ABSTRACT

Tests were performed to investigate the effect of soil and disbondment configuration on CP penetration into coating disbondment. An innovative experimental setup was employed to measure the pH and potential of pipeline steel under a disbonded coating without disturbing the environment inside the disbondment. It was revealed that CP penetration was dependent on CP level, environment inside the disbondment, and distance from the holiday. CP penetration increased with increasing CP level, and decreased with increasing pH and distance from the holiday. For a circular FBE coating disbondment, the existence of clay soil in the solution acted as a physical barrier for OH- generated inside the disbondment to diffuse out, and lead to a very alkaline environment around the holiday area, i.e., pH 14. The presence of soil would cause an inhibiting effect to CP penetration. Majority of CP current was consumed at the holiday and vicinity, and only a very small portion of CP current could reach beyond 10 mm into the FBE and HPPC coating disbondment even at CP level of -1126 mVSCE. CP current could reach deeper into a narrow tunnel-shaped disbondment than into a circular-shaped disbondment with similar conditions, i.e., similar sizes of holiday and disbondment gap. Tunnel-shaped coating disbondment was subject to hydrogen accumulation inside the disbondment. In particular, HPPC coating disbondment had a higher tendency to trap hydrogen gas than FBE coating disbondment. The trapped hydrogen gas could effectively block the CP current from penetrating into the disbondment. The critical parameters required for the occurrence of near neutral pH SCC, i.e., near neutral pH and potentials close to Ecorr, could be achieved inside the tunnel-shaped HPPC coating disbondment under elevated CP levels of -926 mV and -1126 mV due to the presence of trapped hydrogen gas.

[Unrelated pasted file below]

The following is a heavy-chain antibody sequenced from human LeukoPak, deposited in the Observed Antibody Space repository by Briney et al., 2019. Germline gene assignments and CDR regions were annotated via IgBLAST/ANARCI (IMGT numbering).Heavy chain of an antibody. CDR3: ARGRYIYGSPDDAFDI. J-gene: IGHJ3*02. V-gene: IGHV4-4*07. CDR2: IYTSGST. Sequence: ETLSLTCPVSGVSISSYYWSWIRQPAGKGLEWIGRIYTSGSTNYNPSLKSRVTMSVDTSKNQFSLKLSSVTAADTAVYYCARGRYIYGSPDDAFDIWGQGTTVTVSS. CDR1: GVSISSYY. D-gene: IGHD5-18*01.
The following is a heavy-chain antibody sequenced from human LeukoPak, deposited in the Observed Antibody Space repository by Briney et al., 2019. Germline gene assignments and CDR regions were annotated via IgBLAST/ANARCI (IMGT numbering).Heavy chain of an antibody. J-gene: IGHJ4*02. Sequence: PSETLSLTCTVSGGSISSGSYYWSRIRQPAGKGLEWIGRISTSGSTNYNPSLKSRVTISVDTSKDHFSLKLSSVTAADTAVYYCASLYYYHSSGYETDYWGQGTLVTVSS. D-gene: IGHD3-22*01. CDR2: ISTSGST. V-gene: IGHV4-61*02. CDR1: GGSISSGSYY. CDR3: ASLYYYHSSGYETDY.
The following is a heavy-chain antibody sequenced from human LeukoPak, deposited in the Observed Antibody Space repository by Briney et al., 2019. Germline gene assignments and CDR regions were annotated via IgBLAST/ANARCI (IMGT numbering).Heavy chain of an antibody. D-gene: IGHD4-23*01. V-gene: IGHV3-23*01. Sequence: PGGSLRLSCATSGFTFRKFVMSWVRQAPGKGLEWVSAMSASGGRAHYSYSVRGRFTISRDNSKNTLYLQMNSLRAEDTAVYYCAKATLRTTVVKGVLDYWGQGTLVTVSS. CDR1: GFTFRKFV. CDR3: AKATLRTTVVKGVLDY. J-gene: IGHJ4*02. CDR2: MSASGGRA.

INTRODUCTION

The most effective method to mitigate corrosion on the external surface of a buried pipeline was to utilize a protective coating supplemented by cathodic protection (CP). Ideally, these two systems should work together so that if the coating is disbonded or has defects allowing electrolyte to contact the pipe steel surface, the CP system would continue to function and provide corrosion protection to the pipeline. However, the success of this approach greatly depends on the nature of coating failures. Corrosion protection to the pipe with coating failures can only be achieved if sufficient CP current is able to reach the exposed pipe steel.1-5 For instance, if adequate CP current is able to penetrate into a coating disbondment, then corrosion related damages may be prevented. Otherwise, the exposed pipe steel can be susceptible to corrosion and environmentally assisted cracking.

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